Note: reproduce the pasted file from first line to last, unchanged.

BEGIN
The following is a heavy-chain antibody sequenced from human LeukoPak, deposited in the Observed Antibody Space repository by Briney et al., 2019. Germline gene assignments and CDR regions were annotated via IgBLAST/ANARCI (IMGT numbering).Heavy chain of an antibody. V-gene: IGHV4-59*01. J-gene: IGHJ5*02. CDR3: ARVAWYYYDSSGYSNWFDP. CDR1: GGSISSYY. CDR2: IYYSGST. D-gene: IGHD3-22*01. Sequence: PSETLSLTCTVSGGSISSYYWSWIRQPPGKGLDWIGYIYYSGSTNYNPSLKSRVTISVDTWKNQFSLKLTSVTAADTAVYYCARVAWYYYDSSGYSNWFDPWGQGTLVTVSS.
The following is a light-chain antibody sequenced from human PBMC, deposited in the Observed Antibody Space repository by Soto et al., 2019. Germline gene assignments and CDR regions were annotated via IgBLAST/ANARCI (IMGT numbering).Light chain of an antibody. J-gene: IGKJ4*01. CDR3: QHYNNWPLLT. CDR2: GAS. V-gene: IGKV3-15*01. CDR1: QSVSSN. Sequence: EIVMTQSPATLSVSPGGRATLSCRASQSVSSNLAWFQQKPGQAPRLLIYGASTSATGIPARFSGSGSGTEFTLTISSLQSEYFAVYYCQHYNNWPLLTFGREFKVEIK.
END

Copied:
The following is a heavy-chain antibody sequenced from human LeukoPak, deposited in the Observed Antibody Space repository by Briney et al., 2019. Germline gene assignments and CDR regions were annotated via IgBLAST/ANARCI (IMGT numbering).Heavy chain of an antibody. V-gene: IGHV4-59*01. J-gene: IGHJ5*02. CDR3: ARVAWYYYDSSGYSNWFDP. CDR1: GGSISSYY. CDR2: IYYSGST. D-gene: IGHD3-22*01. Sequence: PSETLSLTCTVSGGSISSYYWSWIRQPPGKGLDWIGYIYYSGSTNYNPSLKSRVTISVDTWKNQFSLKLTSVTAADTAVYYCARVAWYYYDSSGYSNWFDPWGQGTLVTVSS.
The following is a light-chain antibody sequenced from human PBMC, deposited in the Observed Antibody Space repository by Soto et al., 2019. Germline gene assignments and CDR regions were annotated via IgBLAST/ANARCI (IMGT numbering).Light chain of an antibody. J-gene: IGKJ4*01. CDR3: QHYNNWPLLT. CDR2: GAS. V-gene: IGKV3-15*01. CDR1: QSVSSN. Sequence: EIVMTQSPATLSVSPGGRATLSCRASQSVSSNLAWFQQKPGQAPRLLIYGASTSATGIPARFSGSGSGTEFTLTISSLQSEYFAVYYCQHYNNWPLLTFGREFKVEIK.